Taking this concept futher, you have to consider the possibility that our collective unconciousness has created one damn interesting suburb via songwriting.

I like to think that Mrs. Gray lives next door to Mrs. Carver from 'A Fine Day For A Parade' by Fountains Of Wayne. Across the way is Mrs. Robinson, but there's whispers she's taken a sabatical recently.

Mrs. Johnson is down the road, but she's been having trouble with the local school board.

Dylan's Mr. Jones gets misdirected mail from Talking Head's Mr. Jones.

Hey, there's Mary, dancing across the porch while the screen door slams, heading to Thunder Road. REM's Sad Professor lives just around the corner.

It's probably Jill Sobule's 'Happy Town' as well as The Replacement's 'Happy Town'.

And did you hear about that Billie Joe McCallister boy?

You can easily imagine how complicated this city could get, and I chould create a detailed map, (although I have a sneaky suspicion I'd be more interested in the UK version).

The Viscount LaCarte said...

When I was in the 3rd grade I told some kids I thought that The Rolling Stones were better than The Beatles. The next time I was at "Rob's" house he went and got his father (who was a multi-instrumentalist jazz musician as an avocation) and HE told me that The Beatles were better.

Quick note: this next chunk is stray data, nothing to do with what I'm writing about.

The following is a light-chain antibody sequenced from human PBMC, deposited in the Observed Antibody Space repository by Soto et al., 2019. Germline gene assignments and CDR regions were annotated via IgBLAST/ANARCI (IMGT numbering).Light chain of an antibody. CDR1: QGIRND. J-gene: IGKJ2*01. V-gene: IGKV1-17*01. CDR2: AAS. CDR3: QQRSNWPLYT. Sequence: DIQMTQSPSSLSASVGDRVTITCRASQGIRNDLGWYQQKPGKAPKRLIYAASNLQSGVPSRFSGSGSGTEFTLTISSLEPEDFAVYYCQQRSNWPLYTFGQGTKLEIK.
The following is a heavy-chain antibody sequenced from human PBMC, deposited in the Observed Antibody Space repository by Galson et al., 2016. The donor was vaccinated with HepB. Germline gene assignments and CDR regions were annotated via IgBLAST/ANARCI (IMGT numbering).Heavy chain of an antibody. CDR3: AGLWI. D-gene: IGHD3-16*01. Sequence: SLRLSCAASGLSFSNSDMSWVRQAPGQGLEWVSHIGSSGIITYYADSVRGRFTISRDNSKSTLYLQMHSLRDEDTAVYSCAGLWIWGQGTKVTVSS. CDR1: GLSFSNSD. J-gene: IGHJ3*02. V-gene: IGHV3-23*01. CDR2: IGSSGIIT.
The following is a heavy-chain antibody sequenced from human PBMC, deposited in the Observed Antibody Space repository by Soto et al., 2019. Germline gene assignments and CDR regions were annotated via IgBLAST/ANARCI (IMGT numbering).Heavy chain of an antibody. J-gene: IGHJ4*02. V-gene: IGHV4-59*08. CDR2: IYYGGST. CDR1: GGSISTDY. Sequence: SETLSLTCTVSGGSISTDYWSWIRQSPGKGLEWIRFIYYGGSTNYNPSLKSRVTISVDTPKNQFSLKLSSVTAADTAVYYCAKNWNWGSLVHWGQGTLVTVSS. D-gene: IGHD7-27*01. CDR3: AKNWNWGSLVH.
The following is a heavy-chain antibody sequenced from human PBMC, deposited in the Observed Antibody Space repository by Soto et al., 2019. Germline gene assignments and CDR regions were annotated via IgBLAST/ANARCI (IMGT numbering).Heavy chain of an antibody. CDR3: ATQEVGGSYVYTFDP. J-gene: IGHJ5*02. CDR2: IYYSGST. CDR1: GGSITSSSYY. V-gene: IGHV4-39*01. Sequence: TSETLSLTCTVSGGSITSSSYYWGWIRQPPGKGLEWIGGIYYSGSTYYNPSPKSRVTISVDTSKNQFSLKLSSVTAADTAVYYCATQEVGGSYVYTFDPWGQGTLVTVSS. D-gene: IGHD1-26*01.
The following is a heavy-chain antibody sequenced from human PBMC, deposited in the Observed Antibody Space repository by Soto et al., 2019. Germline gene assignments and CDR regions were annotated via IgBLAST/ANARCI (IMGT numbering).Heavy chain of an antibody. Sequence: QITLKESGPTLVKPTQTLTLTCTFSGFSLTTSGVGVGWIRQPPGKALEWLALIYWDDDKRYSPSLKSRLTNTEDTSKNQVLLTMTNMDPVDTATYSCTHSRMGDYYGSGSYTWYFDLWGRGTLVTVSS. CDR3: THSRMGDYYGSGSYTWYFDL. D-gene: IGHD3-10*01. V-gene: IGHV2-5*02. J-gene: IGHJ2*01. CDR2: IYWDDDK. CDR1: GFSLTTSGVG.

cleek said...

any escape might help disprove the unattractive truth that the suburbs have no charms to soothe the restless dreams of youth.

conform, or be cast out.

zombie rotten mcdonald said...

What, Neddie's not gonna bring up "Respectable Street"?

Neddie said...

Funny you should mention it, ZRM... Yesterday on a long car trip "Respectable Street" came up on Shuffle, and I said to the wife, "Hey, this is an English "Pleasant Valley Sunday!"

zombie rotten mcdonald said...

Except it mentions abortion...

Neddie said...

Ah, yes, but "in cosmopolitan proportions to their daughters" (whatever the fuck that means).

I bet Andy was looking for a five-syllable word with a trochaic rhythm, hit on "cosmopolitan," and never looked back. Could have been "Neapolitan" and served just as well.

Homefront Radio said...

Maybe I read too much into these things, but:

I always assumed Andy was referring to Cosmopolitan (The Magazine), referring to the tacky style of articles within. It's damn insightful in that context, as I've seen those kind of gossipy, borderline-offensive mother / daughter discussions playing out many times over a cup to tea and the latest women's magazines.

It's not just the abortion line: "ie. When You Shouldn't Keep The Baby", but also references to Contraception, "ie. Why Chuff Plugs Are Good For Women On The Go" and Sex Positions For The Husband, "ie. 50 Ways To Spice Up Your Love Life".

It's brilliant kitchen sink observation at work.

jdmack said...

Two things worth mentioning about this song.

1. Half of the Monkees play on this track. Mike is on guitar and Peter is on keyboards.

2. Hearing this song reminds me again that drummer Eddie Hoh had a really great feel. He plays on most of the "Pieces, Aquarius Capricorn & Jones" tracks, including the great b-side "Goin' Down."